Tuesday, January 10, 2012

Females can manipulate gender of their offspring

It has long been thought that males determine what gender their offspring will be. Male sperm cells either contain an X or a Y chromosome, while women only pass on an X chromosome. Because the combination XY results in male, and XX in female, there does not seem to be much a female can do to make more daughters, for example. Research from the University of Exeter, however, points in an other direction. They have shown that 'strong' females have the capability to tilt the balance towards making more female offspring.

The findings are part of an ongoing competition between male and female bees. However, the scientists claim it is likely we will find the same mechanism in other animals. In the bee world, strong males with big jaws are more successful in mating with a female. Because of their masculine genes, any female offspring will be regarded as weak, and will produce more male offspring. However, weak males produce stronger female offspring, which in turn give birth to more female descendants. Their findings show that parent strength is a determining factor in gender outcome for offspring. Strong males will grandfather more males, while strong females will have more daughters than sons.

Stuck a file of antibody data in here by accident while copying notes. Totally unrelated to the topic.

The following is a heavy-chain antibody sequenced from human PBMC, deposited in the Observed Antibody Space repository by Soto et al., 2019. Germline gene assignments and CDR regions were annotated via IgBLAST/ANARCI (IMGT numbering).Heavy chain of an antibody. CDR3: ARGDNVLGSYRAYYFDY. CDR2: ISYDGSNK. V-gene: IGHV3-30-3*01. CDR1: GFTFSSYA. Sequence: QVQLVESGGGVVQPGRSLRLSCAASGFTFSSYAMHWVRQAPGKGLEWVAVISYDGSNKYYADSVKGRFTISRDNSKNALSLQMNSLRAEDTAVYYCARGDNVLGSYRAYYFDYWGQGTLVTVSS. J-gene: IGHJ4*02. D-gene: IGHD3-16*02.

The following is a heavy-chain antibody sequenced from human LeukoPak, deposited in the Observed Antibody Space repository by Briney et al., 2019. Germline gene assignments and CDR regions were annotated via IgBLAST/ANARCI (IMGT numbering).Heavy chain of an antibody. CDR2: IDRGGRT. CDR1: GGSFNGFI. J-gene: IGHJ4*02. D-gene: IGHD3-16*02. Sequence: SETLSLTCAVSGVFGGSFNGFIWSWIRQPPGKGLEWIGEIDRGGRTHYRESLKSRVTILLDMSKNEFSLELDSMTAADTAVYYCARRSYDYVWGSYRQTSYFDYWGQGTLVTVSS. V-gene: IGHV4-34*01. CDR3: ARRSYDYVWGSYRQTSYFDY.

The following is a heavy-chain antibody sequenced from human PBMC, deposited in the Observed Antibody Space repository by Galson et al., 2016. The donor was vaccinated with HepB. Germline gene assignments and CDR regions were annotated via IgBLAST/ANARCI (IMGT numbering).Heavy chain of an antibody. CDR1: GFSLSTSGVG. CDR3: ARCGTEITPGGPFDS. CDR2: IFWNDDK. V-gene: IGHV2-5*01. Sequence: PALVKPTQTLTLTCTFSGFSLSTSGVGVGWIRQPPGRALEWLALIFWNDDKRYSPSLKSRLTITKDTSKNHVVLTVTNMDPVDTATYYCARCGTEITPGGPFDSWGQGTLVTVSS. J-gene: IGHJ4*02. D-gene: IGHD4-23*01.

The ongoing battle between males and females is part of an evolutionary struggle. It has been hypothesized for many decades, amongst others by the great biologist Richard Dawkins, that male and female genes struggle to compete with each other. Because male genes will attempt to 'beat' the female ones, and vice versa, it is perhaps not surprising that strong animals can influence their offspring's gender.

It was previously thought that gender is determined solely by whether the male passes on the X or Y chromosome. However, it seems that there are genes influencing the outcome, something of which we are just beginning to discover the genetic basis. It is currently unknown whether humans possess such genetic mechanisms, but it is likely we carry them as well.

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